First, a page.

[env-trinity] Sacramento Bee 11/19/10

Byron Leydecker bwl3 at comcast.net
Fri Nov 19 11:15:57 PST 2010


Delta plan churns up concerns

Sacramento Bee-11/19/10 

By Matt Weiser

 

In a glassy conference room alongside a Sacramento River levee, a committee
of 25 people struggled Thursday to do what Californians have never been able
to do before: reach agreement on how to drink from the Delta without killing
it.

 

After meeting for four years and spending $140 million, the committee
drafting the Bay Delta Conservation Plan aimed Thursday to complete a "Nov.
18 draft" of its progress so far. This odd name for the document reflects
the enormous stakes in crafting a plan that meets two goals: restoring the
Sacramento-San Joaquin Delta ecosystem and building a pair of tunnels or
canal to ferry its water elsewhere.

 

It is not the final draft that water agencies and the Schwarzenegger
administration wanted by this date, nor even the "working draft" they were
prepared to settle for. It is enough of a draft, however, to keep
environmental groups and Delta residents in the room. 

 

"It is a snapshot in time on where we've gotten to date," said Karen
Scarborough, undersecretary of the state's Natural Resources Agency and
chair of the steering committee. "We are not at the top yet, but we are at a
very broad, stable ledge."

 

The multibillion-dollar plan may be teetering on the brink of that ledge,
however, after developments over the last two weeks.

 

At a meeting last week in Washington, D.C., representatives of the Westlands
Water District, a huge irrigation agency in the San Joaquin Valley,
reportedly stormed out of a meeting with David Hayes, an Interior Department
undersecretary. Other meeting participants told The Bee the trigger was a
discussion that the plan may include reduced water deliveries.

 

And at a meeting in Los Banos on Wednesday, a number of federal water
contractors were ready to withdraw funding to continue the conservation
plan, said Brett Baker, a lobbyist for the Central Delta Water Agency who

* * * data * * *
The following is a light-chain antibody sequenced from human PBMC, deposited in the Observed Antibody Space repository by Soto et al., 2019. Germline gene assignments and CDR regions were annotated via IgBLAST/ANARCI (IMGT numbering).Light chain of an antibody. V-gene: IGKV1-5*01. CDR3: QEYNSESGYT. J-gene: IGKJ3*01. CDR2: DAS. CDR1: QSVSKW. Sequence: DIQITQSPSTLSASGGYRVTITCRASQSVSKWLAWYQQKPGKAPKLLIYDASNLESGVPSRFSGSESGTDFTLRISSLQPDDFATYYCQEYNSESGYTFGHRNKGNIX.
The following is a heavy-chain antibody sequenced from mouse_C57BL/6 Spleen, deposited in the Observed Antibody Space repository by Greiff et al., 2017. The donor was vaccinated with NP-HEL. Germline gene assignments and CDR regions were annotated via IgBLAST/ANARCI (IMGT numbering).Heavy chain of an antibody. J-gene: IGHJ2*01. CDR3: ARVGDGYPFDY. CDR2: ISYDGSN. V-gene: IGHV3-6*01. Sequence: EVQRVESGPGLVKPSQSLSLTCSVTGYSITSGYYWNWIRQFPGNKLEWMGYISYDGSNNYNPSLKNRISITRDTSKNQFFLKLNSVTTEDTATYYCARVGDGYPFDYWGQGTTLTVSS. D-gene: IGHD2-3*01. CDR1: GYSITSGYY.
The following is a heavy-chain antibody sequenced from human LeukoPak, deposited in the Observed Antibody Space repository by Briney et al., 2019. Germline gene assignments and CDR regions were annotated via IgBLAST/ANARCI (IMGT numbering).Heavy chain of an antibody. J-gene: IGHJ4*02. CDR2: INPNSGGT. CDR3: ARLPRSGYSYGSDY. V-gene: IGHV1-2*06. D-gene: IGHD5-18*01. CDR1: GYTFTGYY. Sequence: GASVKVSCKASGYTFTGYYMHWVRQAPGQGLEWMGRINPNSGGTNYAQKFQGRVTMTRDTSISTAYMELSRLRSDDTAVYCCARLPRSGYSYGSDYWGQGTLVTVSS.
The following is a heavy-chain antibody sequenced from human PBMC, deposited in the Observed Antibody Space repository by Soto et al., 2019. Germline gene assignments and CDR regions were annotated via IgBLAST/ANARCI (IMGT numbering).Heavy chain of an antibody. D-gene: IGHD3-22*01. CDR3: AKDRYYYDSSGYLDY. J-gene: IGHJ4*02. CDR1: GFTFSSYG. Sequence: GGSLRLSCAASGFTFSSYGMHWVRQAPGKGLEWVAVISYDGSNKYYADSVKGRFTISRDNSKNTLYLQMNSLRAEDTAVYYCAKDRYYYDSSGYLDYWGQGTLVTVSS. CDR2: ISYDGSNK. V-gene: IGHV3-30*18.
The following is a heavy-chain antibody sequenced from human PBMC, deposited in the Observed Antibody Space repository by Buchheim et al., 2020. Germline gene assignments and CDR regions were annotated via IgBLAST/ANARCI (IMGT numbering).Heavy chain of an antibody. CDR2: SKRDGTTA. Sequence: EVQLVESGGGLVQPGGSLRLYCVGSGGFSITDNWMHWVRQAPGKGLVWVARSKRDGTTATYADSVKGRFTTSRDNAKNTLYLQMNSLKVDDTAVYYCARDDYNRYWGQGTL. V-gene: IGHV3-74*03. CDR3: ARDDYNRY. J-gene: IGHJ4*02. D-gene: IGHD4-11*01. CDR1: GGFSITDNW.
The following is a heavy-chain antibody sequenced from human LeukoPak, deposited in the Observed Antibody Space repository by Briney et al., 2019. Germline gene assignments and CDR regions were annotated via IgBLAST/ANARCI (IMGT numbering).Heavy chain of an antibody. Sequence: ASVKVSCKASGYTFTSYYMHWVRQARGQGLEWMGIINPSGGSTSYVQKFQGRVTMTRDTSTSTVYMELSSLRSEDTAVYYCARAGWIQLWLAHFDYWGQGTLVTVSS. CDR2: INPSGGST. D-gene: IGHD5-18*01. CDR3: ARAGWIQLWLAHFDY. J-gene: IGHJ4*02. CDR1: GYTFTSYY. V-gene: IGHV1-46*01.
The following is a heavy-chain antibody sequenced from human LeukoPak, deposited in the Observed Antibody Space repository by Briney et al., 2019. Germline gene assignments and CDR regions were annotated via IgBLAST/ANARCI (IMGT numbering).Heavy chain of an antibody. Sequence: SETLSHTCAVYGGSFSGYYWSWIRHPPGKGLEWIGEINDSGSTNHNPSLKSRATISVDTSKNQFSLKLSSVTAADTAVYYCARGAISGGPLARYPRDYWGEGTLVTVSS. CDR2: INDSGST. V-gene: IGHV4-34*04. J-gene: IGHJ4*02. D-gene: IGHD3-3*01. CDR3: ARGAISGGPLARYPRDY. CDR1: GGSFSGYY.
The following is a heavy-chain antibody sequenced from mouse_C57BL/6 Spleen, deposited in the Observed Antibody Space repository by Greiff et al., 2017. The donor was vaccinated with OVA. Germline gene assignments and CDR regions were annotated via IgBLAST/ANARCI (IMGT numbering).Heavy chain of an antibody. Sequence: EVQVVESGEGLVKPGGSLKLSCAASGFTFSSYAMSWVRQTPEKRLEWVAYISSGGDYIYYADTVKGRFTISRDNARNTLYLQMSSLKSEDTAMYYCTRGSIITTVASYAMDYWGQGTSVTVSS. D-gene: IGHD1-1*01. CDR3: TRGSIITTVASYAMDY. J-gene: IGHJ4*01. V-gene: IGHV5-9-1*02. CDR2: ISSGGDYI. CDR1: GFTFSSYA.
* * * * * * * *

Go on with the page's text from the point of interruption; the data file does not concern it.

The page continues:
was there. The group plans to consider the motion again next week, he said.

 

"It's just, in my opinion, not going very well," Jason Peltier, a Westlands
representative, told an Assembly oversight hearing on the Delta on Tuesday.

 

"There's going to need to be some kind of a reset - some kind of a come to
Jesus - about how all our interests can be met, or not met, and tell people
they're not going to get what they had been hoping for," he said.

 

The plan's goal is to protect freshwater exports while also restoring Delta
habitat. Seven fish species in the Delta, the West's largest estuary, have
been driven to the brink of extinction by demand for its water, which serves
25 million Californians and 3 million acres of farmland.

 

The centerpiece of the conservation plan is a tunnel system or canal to
divert Sacramento River water out of the estuary and deliver it directly to
export canals near Tracy. In addition, more than 115,000 acres of restored
habitat would help wildlife rebound.

 

The project is unprecedented in California and perhaps the nation. The
tunnels option would cost $12.7 billion, while the canal would cost $8.4
billion.

 

Habitat projects would add about $4 billion more to either option.

 

Completion of the Nov. 18 draft marks an important milestone. But numerous
political and economic obstacles loom, and the question now is whether the
project is on a path to construction or veering toward a bureaucratic
dustbin.

 

It came under attack by some committee members who objected to calling the
draft "finished," as Scarborough's agency did in a press release on Tuesday.

 

That's because, while the draft is the most complete so far, it leaves
enormous holes. One is a lack of substantive analysis of how water
diversions into a new canal or tunnels will affect the Delta's aquatic
environment.

 

Either design is large enough to divert the Sacramento River's entire flow
under some conditions, and environmentalists and Delta residents are still
waiting for language that would guarantee adequate river flows to protect
habitat and water quality.

 

"I'm not feeling well," said Deanna Sereno, a committee member representing
the Contra Costa Water District, which often finds itself allied with
environmental groups because it draws drinking water directly from the
Delta. "I'm really nervous about what we're finalizing here."

 

The committee plans to complete an official draft of the plan by July and an
environmental impact study by October. Final approval is expected in late
2012 or early 2013. The plan would then have to be approved by state and
federal wildlife agencies. 

 

Whether all of this happens depends largely on two things: Gov.-elect Jerry
Brown and economics.

 

Brown asserted in his campaign that he intends to see the plan through to
completion of the environmental review process. 

 

Money may be a bigger concern, and it is amplified by a growing realization
that water agencies may not get as much Delta water from the project as they
hoped. If deliveries are reduced, the economics make even less sense.

 

 

Byron Leydecker, JcT

Chair, Friends of Trinity River

PO Box 2327

Mill Valley, CA 94942-2327

415 383 4810 land

415 519 4810 mobile

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 <mailto:bleydecker at stanfordalumni.org> bleydecker at stanfordalumni.org
(secondary)

 <http://fotr.org/> http://www.fotr.org 

 

 

 

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